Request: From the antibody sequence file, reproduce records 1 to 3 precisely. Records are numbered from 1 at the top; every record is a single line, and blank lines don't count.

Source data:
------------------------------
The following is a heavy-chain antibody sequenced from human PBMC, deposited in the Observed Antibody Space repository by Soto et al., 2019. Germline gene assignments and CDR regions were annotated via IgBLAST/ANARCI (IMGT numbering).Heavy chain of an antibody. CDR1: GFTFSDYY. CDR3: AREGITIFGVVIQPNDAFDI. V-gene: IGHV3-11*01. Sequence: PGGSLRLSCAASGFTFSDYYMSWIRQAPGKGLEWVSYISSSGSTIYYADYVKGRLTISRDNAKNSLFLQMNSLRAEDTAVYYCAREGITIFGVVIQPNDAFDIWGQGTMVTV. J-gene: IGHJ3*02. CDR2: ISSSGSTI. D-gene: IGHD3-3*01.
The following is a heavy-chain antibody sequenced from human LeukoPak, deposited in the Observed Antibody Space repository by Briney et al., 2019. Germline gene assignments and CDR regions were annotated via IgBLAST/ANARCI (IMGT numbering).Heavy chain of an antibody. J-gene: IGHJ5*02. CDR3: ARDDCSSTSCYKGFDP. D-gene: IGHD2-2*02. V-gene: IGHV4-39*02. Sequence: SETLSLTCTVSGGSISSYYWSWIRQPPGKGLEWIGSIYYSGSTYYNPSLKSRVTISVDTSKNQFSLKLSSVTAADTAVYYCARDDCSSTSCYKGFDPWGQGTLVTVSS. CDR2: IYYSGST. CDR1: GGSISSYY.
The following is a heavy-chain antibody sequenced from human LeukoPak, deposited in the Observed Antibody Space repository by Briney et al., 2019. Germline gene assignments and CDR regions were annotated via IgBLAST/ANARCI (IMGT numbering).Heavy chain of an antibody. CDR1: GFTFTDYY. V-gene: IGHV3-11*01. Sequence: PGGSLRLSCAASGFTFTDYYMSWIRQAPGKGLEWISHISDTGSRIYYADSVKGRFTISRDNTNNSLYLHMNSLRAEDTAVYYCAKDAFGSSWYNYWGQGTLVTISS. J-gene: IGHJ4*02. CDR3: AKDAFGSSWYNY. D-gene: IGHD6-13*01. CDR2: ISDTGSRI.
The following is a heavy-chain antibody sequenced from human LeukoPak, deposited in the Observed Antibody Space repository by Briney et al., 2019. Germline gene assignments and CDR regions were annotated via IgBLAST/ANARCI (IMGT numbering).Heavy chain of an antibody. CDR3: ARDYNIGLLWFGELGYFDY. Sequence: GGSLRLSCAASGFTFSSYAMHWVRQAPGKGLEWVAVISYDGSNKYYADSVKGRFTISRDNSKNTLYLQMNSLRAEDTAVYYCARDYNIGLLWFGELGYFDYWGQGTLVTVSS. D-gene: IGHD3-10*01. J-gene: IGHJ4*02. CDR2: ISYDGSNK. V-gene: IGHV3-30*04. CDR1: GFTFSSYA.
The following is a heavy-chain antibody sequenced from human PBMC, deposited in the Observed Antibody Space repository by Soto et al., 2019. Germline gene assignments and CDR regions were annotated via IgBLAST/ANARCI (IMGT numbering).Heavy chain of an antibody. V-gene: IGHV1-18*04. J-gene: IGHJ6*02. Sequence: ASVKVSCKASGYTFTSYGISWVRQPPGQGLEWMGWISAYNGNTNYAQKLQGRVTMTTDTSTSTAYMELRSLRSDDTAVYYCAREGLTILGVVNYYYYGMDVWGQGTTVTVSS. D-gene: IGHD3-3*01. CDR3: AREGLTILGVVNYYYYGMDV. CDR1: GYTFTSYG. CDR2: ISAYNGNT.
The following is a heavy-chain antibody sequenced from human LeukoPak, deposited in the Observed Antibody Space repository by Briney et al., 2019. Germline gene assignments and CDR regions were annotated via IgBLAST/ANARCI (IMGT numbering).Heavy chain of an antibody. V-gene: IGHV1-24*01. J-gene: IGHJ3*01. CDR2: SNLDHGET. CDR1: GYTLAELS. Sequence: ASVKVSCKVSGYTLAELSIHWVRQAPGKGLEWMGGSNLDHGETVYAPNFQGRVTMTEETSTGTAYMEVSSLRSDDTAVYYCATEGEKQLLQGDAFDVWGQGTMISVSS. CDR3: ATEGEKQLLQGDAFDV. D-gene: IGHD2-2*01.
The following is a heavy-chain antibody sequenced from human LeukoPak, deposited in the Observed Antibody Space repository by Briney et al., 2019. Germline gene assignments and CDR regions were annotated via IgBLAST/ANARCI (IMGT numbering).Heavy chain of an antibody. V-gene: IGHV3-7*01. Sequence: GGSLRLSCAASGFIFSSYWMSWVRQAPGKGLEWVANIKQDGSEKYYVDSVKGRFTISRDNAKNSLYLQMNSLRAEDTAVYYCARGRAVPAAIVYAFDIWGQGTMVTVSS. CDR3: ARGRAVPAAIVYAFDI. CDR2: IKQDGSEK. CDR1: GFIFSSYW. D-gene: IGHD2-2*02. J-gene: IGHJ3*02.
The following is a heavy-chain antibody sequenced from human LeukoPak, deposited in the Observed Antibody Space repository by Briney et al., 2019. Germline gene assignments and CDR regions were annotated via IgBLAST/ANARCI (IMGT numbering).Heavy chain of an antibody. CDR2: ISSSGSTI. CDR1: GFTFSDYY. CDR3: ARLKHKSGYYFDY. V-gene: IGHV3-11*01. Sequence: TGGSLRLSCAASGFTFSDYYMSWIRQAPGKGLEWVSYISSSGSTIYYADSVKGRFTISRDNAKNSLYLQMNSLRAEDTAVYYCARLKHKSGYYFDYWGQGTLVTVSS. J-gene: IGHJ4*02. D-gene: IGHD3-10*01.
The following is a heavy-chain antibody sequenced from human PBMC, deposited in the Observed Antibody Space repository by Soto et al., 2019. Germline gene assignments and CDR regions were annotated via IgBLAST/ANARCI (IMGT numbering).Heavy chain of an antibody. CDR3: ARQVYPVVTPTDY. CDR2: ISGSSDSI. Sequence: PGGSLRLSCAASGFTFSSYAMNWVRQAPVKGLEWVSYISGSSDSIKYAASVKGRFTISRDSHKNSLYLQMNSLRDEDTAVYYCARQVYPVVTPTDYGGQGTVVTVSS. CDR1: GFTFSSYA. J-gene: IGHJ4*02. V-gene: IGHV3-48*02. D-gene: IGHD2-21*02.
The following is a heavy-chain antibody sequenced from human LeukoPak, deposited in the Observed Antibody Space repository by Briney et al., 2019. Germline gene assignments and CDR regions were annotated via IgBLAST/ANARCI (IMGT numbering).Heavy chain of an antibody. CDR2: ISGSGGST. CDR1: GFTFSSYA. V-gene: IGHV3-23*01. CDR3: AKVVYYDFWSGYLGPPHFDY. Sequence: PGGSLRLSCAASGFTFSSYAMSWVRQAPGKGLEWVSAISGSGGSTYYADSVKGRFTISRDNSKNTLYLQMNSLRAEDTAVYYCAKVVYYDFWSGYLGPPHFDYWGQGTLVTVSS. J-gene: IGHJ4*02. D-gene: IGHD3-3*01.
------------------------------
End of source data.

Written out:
The following is a heavy-chain antibody sequenced from human PBMC, deposited in the Observed Antibody Space repository by Soto et al., 2019. Germline gene assignments and CDR regions were annotated via IgBLAST/ANARCI (IMGT numbering).Heavy chain of an antibody. CDR1: GFTFSDYY. CDR3: AREGITIFGVVIQPNDAFDI. V-gene: IGHV3-11*01. Sequence: PGGSLRLSCAASGFTFSDYYMSWIRQAPGKGLEWVSYISSSGSTIYYADYVKGRLTISRDNAKNSLFLQMNSLRAEDTAVYYCAREGITIFGVVIQPNDAFDIWGQGTMVTV. J-gene: IGHJ3*02. CDR2: ISSSGSTI. D-gene: IGHD3-3*01.
The following is a heavy-chain antibody sequenced from human LeukoPak, deposited in the Observed Antibody Space repository by Briney et al., 2019. Germline gene assignments and CDR regions were annotated via IgBLAST/ANARCI (IMGT numbering).Heavy chain of an antibody. J-gene: IGHJ5*02. CDR3: ARDDCSSTSCYKGFDP. D-gene: IGHD2-2*02. V-gene: IGHV4-39*02. Sequence: SETLSLTCTVSGGSISSYYWSWIRQPPGKGLEWIGSIYYSGSTYYNPSLKSRVTISVDTSKNQFSLKLSSVTAADTAVYYCARDDCSSTSCYKGFDPWGQGTLVTVSS. CDR2: IYYSGST. CDR1: GGSISSYY.
The following is a heavy-chain antibody sequenced from human LeukoPak, deposited in the Observed Antibody Space repository by Briney et al., 2019. Germline gene assignments and CDR regions were annotated via IgBLAST/ANARCI (IMGT numbering).Heavy chain of an antibody. CDR1: GFTFTDYY. V-gene: IGHV3-11*01. Sequence: PGGSLRLSCAASGFTFTDYYMSWIRQAPGKGLEWISHISDTGSRIYYADSVKGRFTISRDNTNNSLYLHMNSLRAEDTAVYYCAKDAFGSSWYNYWGQGTLVTISS. J-gene: IGHJ4*02. CDR3: AKDAFGSSWYNY. D-gene: IGHD6-13*01. CDR2: ISDTGSRI.